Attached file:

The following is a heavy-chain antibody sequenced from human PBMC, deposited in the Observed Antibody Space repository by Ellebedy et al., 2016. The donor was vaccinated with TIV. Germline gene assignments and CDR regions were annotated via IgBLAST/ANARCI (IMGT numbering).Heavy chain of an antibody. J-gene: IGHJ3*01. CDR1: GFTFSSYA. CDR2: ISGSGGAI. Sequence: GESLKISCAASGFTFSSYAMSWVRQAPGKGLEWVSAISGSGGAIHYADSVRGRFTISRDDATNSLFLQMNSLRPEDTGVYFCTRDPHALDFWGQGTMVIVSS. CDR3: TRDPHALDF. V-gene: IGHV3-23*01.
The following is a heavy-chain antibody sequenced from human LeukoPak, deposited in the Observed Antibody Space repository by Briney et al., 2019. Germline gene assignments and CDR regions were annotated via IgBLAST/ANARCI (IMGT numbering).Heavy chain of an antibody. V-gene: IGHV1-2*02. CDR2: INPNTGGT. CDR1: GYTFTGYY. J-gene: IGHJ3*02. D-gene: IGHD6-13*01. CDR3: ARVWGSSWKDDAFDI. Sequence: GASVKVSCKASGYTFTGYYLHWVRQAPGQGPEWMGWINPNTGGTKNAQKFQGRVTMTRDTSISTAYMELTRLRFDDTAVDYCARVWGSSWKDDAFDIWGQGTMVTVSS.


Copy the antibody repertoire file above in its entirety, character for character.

The following is a heavy-chain antibody sequenced from human PBMC, deposited in the Observed Antibody Space repository by Ellebedy et al., 2016. The donor was vaccinated with TIV. Germline gene assignments and CDR regions were annotated via IgBLAST/ANARCI (IMGT numbering).Heavy chain of an antibody. J-gene: IGHJ3*01. CDR1: GFTFSSYA. CDR2: ISGSGGAI. Sequence: GESLKISCAASGFTFSSYAMSWVRQAPGKGLEWVSAISGSGGAIHYADSVRGRFTISRDDATNSLFLQMNSLRPEDTGVYFCTRDPHALDFWGQGTMVIVSS. CDR3: TRDPHALDF. V-gene: IGHV3-23*01.
The following is a heavy-chain antibody sequenced from human LeukoPak, deposited in the Observed Antibody Space repository by Briney et al., 2019. Germline gene assignments and CDR regions were annotated via IgBLAST/ANARCI (IMGT numbering).Heavy chain of an antibody. V-gene: IGHV1-2*02. CDR2: INPNTGGT. CDR1: GYTFTGYY. J-gene: IGHJ3*02. D-gene: IGHD6-13*01. CDR3: ARVWGSSWKDDAFDI. Sequence: GASVKVSCKASGYTFTGYYLHWVRQAPGQGPEWMGWINPNTGGTKNAQKFQGRVTMTRDTSISTAYMELTRLRFDDTAVDYCARVWGSSWKDDAFDIWGQGTMVTVSS.